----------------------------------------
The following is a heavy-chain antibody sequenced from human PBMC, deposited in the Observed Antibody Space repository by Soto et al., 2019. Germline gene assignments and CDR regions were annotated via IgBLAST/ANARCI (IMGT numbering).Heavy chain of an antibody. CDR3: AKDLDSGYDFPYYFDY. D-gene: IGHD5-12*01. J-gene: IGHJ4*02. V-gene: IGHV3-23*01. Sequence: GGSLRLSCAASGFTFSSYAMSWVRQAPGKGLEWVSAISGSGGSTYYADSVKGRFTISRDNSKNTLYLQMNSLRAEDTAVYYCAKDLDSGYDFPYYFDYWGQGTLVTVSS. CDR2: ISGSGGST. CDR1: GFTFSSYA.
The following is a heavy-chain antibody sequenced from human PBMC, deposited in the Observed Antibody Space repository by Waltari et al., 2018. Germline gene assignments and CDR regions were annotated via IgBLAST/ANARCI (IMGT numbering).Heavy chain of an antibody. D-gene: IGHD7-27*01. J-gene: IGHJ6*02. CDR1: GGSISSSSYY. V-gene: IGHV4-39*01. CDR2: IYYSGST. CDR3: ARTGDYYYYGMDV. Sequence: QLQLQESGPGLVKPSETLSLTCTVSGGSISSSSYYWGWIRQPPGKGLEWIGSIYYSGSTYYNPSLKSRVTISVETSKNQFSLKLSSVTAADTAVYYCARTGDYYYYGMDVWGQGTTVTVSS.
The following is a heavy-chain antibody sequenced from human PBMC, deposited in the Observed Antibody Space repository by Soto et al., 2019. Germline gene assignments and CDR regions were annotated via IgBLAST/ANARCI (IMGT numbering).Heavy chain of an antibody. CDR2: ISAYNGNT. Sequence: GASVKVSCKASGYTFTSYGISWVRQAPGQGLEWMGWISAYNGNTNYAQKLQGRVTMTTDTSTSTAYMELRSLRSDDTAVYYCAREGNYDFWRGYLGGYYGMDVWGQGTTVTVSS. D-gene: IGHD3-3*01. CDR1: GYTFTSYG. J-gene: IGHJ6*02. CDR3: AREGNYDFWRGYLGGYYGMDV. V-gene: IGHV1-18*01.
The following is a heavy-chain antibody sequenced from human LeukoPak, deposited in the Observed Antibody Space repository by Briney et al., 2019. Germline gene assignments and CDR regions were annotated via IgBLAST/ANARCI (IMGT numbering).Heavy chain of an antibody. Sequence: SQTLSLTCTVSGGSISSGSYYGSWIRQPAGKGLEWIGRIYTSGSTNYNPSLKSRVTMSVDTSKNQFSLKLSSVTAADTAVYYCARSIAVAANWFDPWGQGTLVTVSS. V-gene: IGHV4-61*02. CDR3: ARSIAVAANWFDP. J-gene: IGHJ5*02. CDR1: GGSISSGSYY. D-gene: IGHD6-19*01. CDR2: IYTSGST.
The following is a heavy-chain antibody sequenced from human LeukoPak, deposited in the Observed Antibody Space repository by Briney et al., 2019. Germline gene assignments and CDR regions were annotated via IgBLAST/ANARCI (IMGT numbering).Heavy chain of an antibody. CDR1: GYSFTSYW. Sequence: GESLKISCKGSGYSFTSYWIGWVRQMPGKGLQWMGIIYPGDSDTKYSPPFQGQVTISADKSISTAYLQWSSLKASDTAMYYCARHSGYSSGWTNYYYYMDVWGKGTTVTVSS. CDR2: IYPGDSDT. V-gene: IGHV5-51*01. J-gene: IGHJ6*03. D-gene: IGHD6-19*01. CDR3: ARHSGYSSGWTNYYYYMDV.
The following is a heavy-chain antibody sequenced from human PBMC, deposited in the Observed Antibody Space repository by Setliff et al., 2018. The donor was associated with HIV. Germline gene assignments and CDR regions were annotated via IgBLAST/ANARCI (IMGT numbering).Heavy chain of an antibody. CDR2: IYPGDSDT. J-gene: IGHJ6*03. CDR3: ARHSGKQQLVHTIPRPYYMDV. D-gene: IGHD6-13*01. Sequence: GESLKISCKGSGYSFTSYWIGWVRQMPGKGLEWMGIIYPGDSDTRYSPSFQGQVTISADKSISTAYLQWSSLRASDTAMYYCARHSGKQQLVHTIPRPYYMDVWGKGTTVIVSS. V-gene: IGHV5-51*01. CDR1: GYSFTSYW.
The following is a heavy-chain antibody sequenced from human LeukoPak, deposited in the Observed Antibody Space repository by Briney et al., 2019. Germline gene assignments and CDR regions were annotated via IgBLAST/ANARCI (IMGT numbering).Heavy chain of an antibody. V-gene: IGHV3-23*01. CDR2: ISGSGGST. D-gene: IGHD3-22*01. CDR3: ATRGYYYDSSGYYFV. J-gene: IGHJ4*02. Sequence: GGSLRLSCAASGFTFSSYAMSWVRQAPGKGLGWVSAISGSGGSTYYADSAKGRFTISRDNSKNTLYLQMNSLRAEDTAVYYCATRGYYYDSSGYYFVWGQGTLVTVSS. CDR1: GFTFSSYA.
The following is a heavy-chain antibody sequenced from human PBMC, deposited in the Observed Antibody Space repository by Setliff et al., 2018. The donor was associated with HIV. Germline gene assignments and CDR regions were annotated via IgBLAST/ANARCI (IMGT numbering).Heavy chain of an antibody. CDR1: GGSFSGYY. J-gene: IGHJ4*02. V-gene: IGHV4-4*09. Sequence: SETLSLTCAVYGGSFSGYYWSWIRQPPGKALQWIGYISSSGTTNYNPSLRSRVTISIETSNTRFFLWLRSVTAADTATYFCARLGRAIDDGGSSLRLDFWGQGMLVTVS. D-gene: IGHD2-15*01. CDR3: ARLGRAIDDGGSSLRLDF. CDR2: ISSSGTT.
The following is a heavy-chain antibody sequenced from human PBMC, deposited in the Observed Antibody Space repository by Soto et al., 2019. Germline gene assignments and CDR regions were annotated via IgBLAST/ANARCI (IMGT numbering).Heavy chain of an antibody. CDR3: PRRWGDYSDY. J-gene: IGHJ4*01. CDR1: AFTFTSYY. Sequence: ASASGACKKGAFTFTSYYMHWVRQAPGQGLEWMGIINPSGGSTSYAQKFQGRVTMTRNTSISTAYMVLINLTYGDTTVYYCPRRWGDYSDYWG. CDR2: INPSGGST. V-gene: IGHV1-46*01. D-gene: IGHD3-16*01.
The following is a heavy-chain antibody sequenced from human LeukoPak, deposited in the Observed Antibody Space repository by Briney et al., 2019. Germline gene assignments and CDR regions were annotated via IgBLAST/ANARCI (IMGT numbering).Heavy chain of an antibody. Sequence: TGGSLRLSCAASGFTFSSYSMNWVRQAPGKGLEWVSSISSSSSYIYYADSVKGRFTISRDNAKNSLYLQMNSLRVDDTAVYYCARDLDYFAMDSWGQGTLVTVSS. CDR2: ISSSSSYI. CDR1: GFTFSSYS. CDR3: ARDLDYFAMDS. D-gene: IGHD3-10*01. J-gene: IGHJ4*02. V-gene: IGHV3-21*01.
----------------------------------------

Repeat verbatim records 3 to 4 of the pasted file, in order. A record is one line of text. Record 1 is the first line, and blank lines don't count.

The following is a heavy-chain antibody sequenced from human PBMC, deposited in the Observed Antibody Space repository by Soto et al., 2019. Germline gene assignments and CDR regions were annotated via IgBLAST/ANARCI (IMGT numbering).Heavy chain of an antibody. CDR2: ISAYNGNT. Sequence: GASVKVSCKASGYTFTSYGISWVRQAPGQGLEWMGWISAYNGNTNYAQKLQGRVTMTTDTSTSTAYMELRSLRSDDTAVYYCAREGNYDFWRGYLGGYYGMDVWGQGTTVTVSS. D-gene: IGHD3-3*01. CDR1: GYTFTSYG. J-gene: IGHJ6*02. CDR3: AREGNYDFWRGYLGGYYGMDV. V-gene: IGHV1-18*01.
The following is a heavy-chain antibody sequenced from human LeukoPak, deposited in the Observed Antibody Space repository by Briney et al., 2019. Germline gene assignments and CDR regions were annotated via IgBLAST/ANARCI (IMGT numbering).Heavy chain of an antibody. Sequence: SQTLSLTCTVSGGSISSGSYYGSWIRQPAGKGLEWIGRIYTSGSTNYNPSLKSRVTMSVDTSKNQFSLKLSSVTAADTAVYYCARSIAVAANWFDPWGQGTLVTVSS. V-gene: IGHV4-61*02. CDR3: ARSIAVAANWFDP. J-gene: IGHJ5*02. CDR1: GGSISSGSYY. D-gene: IGHD6-19*01. CDR2: IYTSGST.